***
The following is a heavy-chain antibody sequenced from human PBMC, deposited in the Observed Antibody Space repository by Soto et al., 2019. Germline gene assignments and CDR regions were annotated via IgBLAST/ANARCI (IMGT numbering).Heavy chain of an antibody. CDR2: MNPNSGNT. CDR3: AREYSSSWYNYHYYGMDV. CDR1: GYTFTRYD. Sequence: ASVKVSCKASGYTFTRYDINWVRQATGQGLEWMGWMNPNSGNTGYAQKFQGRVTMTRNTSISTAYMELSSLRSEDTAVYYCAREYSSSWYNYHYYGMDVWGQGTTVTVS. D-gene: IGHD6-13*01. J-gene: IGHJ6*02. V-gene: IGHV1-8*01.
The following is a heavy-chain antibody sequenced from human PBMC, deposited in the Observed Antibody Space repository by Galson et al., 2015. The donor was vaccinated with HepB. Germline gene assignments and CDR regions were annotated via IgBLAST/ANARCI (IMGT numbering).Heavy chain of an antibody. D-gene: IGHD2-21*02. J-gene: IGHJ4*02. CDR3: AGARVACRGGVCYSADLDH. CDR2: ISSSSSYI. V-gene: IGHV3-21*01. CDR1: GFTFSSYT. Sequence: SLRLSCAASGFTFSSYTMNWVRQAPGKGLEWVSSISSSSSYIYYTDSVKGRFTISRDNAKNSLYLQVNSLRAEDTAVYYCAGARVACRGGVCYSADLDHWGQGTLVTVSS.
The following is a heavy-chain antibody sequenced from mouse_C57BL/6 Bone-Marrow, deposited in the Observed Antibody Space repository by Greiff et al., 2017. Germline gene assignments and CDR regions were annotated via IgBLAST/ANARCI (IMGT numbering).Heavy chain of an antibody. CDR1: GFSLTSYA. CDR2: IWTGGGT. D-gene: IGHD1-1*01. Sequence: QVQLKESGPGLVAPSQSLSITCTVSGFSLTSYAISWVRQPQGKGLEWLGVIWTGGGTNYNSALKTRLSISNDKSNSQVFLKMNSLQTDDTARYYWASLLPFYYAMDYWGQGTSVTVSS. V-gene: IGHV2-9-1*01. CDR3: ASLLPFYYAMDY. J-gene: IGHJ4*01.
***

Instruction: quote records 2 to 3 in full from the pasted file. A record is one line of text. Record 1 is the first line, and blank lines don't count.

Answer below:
The following is a heavy-chain antibody sequenced from human PBMC, deposited in the Observed Antibody Space repository by Galson et al., 2015. The donor was vaccinated with HepB. Germline gene assignments and CDR regions were annotated via IgBLAST/ANARCI (IMGT numbering).Heavy chain of an antibody. D-gene: IGHD2-21*02. J-gene: IGHJ4*02. CDR3: AGARVACRGGVCYSADLDH. CDR2: ISSSSSYI. V-gene: IGHV3-21*01. CDR1: GFTFSSYT. Sequence: SLRLSCAASGFTFSSYTMNWVRQAPGKGLEWVSSISSSSSYIYYTDSVKGRFTISRDNAKNSLYLQVNSLRAEDTAVYYCAGARVACRGGVCYSADLDHWGQGTLVTVSS.
The following is a heavy-chain antibody sequenced from mouse_C57BL/6 Bone-Marrow, deposited in the Observed Antibody Space repository by Greiff et al., 2017. Germline gene assignments and CDR regions were annotated via IgBLAST/ANARCI (IMGT numbering).Heavy chain of an antibody. CDR1: GFSLTSYA. CDR2: IWTGGGT. D-gene: IGHD1-1*01. Sequence: QVQLKESGPGLVAPSQSLSITCTVSGFSLTSYAISWVRQPQGKGLEWLGVIWTGGGTNYNSALKTRLSISNDKSNSQVFLKMNSLQTDDTARYYWASLLPFYYAMDYWGQGTSVTVSS. V-gene: IGHV2-9-1*01. CDR3: ASLLPFYYAMDY. J-gene: IGHJ4*01.